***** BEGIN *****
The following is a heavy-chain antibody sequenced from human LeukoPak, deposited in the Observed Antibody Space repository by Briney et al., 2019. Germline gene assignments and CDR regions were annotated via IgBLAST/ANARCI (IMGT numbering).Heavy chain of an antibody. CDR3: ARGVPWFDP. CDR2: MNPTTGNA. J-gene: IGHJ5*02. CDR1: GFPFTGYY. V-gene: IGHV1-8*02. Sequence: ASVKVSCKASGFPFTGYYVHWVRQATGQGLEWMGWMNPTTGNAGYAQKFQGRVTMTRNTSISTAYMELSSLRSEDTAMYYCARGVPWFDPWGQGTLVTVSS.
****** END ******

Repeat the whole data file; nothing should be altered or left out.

The following is a heavy-chain antibody sequenced from human LeukoPak, deposited in the Observed Antibody Space repository by Briney et al., 2019. Germline gene assignments and CDR regions were annotated via IgBLAST/ANARCI (IMGT numbering).Heavy chain of an antibody. CDR3: ARGVPWFDP. CDR2: MNPTTGNA. J-gene: IGHJ5*02. CDR1: GFPFTGYY. V-gene: IGHV1-8*02. Sequence: ASVKVSCKASGFPFTGYYVHWVRQATGQGLEWMGWMNPTTGNAGYAQKFQGRVTMTRNTSISTAYMELSSLRSEDTAMYYCARGVPWFDPWGQGTLVTVSS.